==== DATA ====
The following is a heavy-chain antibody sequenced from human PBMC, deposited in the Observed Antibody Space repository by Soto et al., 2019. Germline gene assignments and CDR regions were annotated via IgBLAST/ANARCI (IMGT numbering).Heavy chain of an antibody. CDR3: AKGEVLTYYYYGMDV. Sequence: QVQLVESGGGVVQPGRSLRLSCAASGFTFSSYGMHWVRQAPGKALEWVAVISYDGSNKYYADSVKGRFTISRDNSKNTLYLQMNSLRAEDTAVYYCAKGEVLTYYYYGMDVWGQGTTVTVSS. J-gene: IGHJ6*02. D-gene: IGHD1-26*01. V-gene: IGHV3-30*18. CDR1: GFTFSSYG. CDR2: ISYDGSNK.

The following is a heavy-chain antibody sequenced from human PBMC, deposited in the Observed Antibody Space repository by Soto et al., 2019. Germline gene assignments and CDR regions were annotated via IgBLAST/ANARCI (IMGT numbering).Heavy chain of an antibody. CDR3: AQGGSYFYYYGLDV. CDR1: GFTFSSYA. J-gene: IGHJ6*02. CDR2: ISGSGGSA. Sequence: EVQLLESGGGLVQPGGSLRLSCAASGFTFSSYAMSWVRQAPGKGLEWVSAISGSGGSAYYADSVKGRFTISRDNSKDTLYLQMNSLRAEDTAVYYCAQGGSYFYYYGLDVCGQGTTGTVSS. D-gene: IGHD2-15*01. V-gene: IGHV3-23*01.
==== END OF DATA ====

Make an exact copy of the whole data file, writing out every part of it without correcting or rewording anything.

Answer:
The following is a heavy-chain antibody sequenced from human PBMC, deposited in the Observed Antibody Space repository by Soto et al., 2019. Germline gene assignments and CDR regions were annotated via IgBLAST/ANARCI (IMGT numbering).Heavy chain of an antibody. CDR3: AKGEVLTYYYYGMDV. Sequence: QVQLVESGGGVVQPGRSLRLSCAASGFTFSSYGMHWVRQAPGKALEWVAVISYDGSNKYYADSVKGRFTISRDNSKNTLYLQMNSLRAEDTAVYYCAKGEVLTYYYYGMDVWGQGTTVTVSS. J-gene: IGHJ6*02. D-gene: IGHD1-26*01. V-gene: IGHV3-30*18. CDR1: GFTFSSYG. CDR2: ISYDGSNK.

The following is a heavy-chain antibody sequenced from human PBMC, deposited in the Observed Antibody Space repository by Soto et al., 2019. Germline gene assignments and CDR regions were annotated via IgBLAST/ANARCI (IMGT numbering).Heavy chain of an antibody. CDR3: AQGGSYFYYYGLDV. CDR1: GFTFSSYA. J-gene: IGHJ6*02. CDR2: ISGSGGSA. Sequence: EVQLLESGGGLVQPGGSLRLSCAASGFTFSSYAMSWVRQAPGKGLEWVSAISGSGGSAYYADSVKGRFTISRDNSKDTLYLQMNSLRAEDTAVYYCAQGGSYFYYYGLDVCGQGTTGTVSS. D-gene: IGHD2-15*01. V-gene: IGHV3-23*01.